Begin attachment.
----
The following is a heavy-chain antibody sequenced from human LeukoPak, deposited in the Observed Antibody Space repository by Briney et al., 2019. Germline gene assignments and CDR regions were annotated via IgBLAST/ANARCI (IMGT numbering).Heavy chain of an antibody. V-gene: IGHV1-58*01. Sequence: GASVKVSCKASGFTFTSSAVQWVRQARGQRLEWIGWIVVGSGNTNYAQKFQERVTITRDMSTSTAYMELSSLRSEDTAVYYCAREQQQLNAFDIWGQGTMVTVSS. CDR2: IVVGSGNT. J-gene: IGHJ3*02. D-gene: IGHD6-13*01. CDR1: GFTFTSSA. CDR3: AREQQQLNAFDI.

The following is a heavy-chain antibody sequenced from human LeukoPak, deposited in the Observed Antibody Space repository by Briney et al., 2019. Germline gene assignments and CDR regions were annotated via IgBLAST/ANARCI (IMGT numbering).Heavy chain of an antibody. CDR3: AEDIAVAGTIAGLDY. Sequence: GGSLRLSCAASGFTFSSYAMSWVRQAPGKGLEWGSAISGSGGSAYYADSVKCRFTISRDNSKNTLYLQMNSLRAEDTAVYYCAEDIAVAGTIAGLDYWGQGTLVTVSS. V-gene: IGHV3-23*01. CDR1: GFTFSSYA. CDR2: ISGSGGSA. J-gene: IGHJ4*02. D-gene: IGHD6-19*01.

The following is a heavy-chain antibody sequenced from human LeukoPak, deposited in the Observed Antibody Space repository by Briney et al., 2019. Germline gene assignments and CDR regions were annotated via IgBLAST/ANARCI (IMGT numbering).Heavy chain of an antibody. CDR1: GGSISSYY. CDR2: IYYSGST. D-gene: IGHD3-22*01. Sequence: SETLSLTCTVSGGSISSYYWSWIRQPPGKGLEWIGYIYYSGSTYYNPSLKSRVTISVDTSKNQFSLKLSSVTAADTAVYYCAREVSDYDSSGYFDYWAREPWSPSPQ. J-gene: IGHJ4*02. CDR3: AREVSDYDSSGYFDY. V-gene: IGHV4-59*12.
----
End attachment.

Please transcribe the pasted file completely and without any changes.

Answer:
The following is a heavy-chain antibody sequenced from human LeukoPak, deposited in the Observed Antibody Space repository by Briney et al., 2019. Germline gene assignments and CDR regions were annotated via IgBLAST/ANARCI (IMGT numbering).Heavy chain of an antibody. V-gene: IGHV1-58*01. Sequence: GASVKVSCKASGFTFTSSAVQWVRQARGQRLEWIGWIVVGSGNTNYAQKFQERVTITRDMSTSTAYMELSSLRSEDTAVYYCAREQQQLNAFDIWGQGTMVTVSS. CDR2: IVVGSGNT. J-gene: IGHJ3*02. D-gene: IGHD6-13*01. CDR1: GFTFTSSA. CDR3: AREQQQLNAFDI.

The following is a heavy-chain antibody sequenced from human LeukoPak, deposited in the Observed Antibody Space repository by Briney et al., 2019. Germline gene assignments and CDR regions were annotated via IgBLAST/ANARCI (IMGT numbering).Heavy chain of an antibody. CDR3: AEDIAVAGTIAGLDY. Sequence: GGSLRLSCAASGFTFSSYAMSWVRQAPGKGLEWGSAISGSGGSAYYADSVKCRFTISRDNSKNTLYLQMNSLRAEDTAVYYCAEDIAVAGTIAGLDYWGQGTLVTVSS. V-gene: IGHV3-23*01. CDR1: GFTFSSYA. CDR2: ISGSGGSA. J-gene: IGHJ4*02. D-gene: IGHD6-19*01.

The following is a heavy-chain antibody sequenced from human LeukoPak, deposited in the Observed Antibody Space repository by Briney et al., 2019. Germline gene assignments and CDR regions were annotated via IgBLAST/ANARCI (IMGT numbering).Heavy chain of an antibody. CDR1: GGSISSYY. CDR2: IYYSGST. D-gene: IGHD3-22*01. Sequence: SETLSLTCTVSGGSISSYYWSWIRQPPGKGLEWIGYIYYSGSTYYNPSLKSRVTISVDTSKNQFSLKLSSVTAADTAVYYCAREVSDYDSSGYFDYWAREPWSPSPQ. J-gene: IGHJ4*02. CDR3: AREVSDYDSSGYFDY. V-gene: IGHV4-59*12.